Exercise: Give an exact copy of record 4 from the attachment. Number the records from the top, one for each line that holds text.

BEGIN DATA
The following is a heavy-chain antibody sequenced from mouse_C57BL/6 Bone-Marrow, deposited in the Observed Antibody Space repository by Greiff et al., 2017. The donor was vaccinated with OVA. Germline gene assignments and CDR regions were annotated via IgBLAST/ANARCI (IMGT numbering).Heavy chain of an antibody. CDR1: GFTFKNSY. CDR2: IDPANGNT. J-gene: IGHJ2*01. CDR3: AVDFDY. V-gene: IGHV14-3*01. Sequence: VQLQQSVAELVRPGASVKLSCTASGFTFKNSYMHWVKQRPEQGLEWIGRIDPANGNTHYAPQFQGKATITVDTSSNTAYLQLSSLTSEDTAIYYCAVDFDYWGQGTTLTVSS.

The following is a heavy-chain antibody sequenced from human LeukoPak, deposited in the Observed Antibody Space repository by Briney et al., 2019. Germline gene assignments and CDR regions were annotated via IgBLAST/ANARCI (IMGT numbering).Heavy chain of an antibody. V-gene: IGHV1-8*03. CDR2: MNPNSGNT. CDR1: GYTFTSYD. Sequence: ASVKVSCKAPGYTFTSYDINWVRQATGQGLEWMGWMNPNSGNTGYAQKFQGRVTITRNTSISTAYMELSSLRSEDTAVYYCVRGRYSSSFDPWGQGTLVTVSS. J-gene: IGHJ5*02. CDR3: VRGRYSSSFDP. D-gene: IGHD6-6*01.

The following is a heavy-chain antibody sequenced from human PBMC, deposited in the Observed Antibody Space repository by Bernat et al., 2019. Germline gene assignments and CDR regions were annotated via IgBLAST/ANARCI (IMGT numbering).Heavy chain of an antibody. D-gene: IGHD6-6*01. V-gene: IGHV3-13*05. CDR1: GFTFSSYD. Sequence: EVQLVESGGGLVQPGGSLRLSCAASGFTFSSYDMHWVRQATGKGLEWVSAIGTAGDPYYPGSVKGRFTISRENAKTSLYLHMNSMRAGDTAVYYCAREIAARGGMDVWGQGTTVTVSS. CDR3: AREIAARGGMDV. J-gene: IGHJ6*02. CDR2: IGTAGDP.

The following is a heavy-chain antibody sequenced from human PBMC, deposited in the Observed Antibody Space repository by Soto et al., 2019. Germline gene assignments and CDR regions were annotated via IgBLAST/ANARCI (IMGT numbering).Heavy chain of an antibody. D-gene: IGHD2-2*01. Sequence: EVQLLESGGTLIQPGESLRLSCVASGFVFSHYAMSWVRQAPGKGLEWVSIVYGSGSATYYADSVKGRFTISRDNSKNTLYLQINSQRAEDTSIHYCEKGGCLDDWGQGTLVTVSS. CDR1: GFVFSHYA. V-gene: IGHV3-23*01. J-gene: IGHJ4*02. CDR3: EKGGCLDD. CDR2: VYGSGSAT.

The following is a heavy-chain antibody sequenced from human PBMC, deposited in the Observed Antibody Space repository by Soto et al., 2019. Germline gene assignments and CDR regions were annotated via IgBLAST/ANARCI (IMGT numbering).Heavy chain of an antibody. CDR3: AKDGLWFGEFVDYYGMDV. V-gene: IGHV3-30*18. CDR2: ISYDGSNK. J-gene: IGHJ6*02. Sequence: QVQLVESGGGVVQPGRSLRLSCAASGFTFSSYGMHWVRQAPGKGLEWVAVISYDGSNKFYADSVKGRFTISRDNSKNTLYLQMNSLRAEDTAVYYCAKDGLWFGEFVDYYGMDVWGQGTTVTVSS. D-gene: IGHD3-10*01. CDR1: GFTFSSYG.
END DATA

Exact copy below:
The following is a heavy-chain antibody sequenced from human PBMC, deposited in the Observed Antibody Space repository by Soto et al., 2019. Germline gene assignments and CDR regions were annotated via IgBLAST/ANARCI (IMGT numbering).Heavy chain of an antibody. D-gene: IGHD2-2*01. Sequence: EVQLLESGGTLIQPGESLRLSCVASGFVFSHYAMSWVRQAPGKGLEWVSIVYGSGSATYYADSVKGRFTISRDNSKNTLYLQINSQRAEDTSIHYCEKGGCLDDWGQGTLVTVSS. CDR1: GFVFSHYA. V-gene: IGHV3-23*01. J-gene: IGHJ4*02. CDR3: EKGGCLDD. CDR2: VYGSGSAT.